Prospects for 2006

2006=1994? It’s nice to dream about, but the map isn’t friendly.

I asked a very politically astute old friend who writes about electoral politics for a living about the prospects for 2006. He made three points:

1. The polling numbers show dissatisfaction with the Congress comparable to 1994.

2. The fact that the Democrats in Congress aren’t any more popular than the Republicans may not matter: the Republicans weren’t any more popular than the Democrats as late as the end of October in 1994. Discontent is bad for the “in” party.

3. BUT the Republicans had a big advantage in 1994 that the Democrats don’t have today: large numbers of seats that presented good targets. There’s no contemporary equivalent of the large numbers of Southern Democrats holding seats in districts that, by 1994, had been trending strongly Republican for years.

Of course, this analysis doesn’t figure in any damage to the GOP from Katrina or from any of the currently-brewing scandals. But right now, my friend is betting on Democratic gains but not a takeover of either House.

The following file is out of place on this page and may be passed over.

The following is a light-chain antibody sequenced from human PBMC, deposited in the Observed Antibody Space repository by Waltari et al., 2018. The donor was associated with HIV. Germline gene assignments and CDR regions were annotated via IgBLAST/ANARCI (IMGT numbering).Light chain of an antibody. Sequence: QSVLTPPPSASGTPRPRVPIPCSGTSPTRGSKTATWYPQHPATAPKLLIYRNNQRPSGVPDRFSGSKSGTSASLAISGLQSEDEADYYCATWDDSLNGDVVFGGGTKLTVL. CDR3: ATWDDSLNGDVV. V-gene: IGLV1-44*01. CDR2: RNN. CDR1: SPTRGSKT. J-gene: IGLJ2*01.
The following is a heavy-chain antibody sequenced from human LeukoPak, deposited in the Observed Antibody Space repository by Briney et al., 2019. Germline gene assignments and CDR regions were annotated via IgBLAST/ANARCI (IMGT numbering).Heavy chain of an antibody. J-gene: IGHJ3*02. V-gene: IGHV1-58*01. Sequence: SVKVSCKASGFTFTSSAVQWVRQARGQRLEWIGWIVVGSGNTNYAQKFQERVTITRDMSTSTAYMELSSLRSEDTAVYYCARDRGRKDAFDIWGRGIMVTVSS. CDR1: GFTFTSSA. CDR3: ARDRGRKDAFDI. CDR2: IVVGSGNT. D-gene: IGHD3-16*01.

Author: Mark Kleiman

Professor of Public Policy at the NYU Marron Institute for Urban Management and editor of the Journal of Drug Policy Analysis. Teaches about the methods of policy analysis about drug abuse control and crime control policy, working out the implications of two principles: that swift and certain sanctions don't have to be severe to be effective, and that well-designed threats usually don't have to be carried out. Books: Drugs and Drug Policy: What Everyone Needs to Know (with Jonathan Caulkins and Angela Hawken) When Brute Force Fails: How to Have Less Crime and Less Punishment (Princeton, 2009; named one of the "books of the year" by The Economist Against Excess: Drug Policy for Results (Basic, 1993) Marijuana: Costs of Abuse, Costs of Control (Greenwood, 1989) UCLA Homepage Curriculum Vitae Contact: